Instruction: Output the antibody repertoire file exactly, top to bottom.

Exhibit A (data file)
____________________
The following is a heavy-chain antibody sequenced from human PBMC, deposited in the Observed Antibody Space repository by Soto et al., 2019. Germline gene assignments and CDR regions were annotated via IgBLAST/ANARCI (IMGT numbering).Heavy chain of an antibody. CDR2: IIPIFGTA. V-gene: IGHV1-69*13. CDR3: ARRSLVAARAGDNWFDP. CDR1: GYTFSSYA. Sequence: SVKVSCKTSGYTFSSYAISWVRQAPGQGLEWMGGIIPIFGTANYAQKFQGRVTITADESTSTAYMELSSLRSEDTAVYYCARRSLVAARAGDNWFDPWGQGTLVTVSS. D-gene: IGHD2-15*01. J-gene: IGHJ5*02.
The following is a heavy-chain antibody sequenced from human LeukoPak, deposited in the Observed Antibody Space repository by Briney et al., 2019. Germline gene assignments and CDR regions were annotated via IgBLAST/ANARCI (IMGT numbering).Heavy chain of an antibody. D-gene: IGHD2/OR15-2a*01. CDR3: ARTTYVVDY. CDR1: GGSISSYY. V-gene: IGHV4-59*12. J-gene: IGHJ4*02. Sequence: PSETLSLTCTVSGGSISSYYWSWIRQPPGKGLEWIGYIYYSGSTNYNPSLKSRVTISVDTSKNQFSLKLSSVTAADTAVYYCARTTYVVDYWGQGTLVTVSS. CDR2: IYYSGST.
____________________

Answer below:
The following is a heavy-chain antibody sequenced from human PBMC, deposited in the Observed Antibody Space repository by Soto et al., 2019. Germline gene assignments and CDR regions were annotated via IgBLAST/ANARCI (IMGT numbering).Heavy chain of an antibody. CDR2: IIPIFGTA. V-gene: IGHV1-69*13. CDR3: ARRSLVAARAGDNWFDP. CDR1: GYTFSSYA. Sequence: SVKVSCKTSGYTFSSYAISWVRQAPGQGLEWMGGIIPIFGTANYAQKFQGRVTITADESTSTAYMELSSLRSEDTAVYYCARRSLVAARAGDNWFDPWGQGTLVTVSS. D-gene: IGHD2-15*01. J-gene: IGHJ5*02.
The following is a heavy-chain antibody sequenced from human LeukoPak, deposited in the Observed Antibody Space repository by Briney et al., 2019. Germline gene assignments and CDR regions were annotated via IgBLAST/ANARCI (IMGT numbering).Heavy chain of an antibody. D-gene: IGHD2/OR15-2a*01. CDR3: ARTTYVVDY. CDR1: GGSISSYY. V-gene: IGHV4-59*12. J-gene: IGHJ4*02. Sequence: PSETLSLTCTVSGGSISSYYWSWIRQPPGKGLEWIGYIYYSGSTNYNPSLKSRVTISVDTSKNQFSLKLSSVTAADTAVYYCARTTYVVDYWGQGTLVTVSS. CDR2: IYYSGST.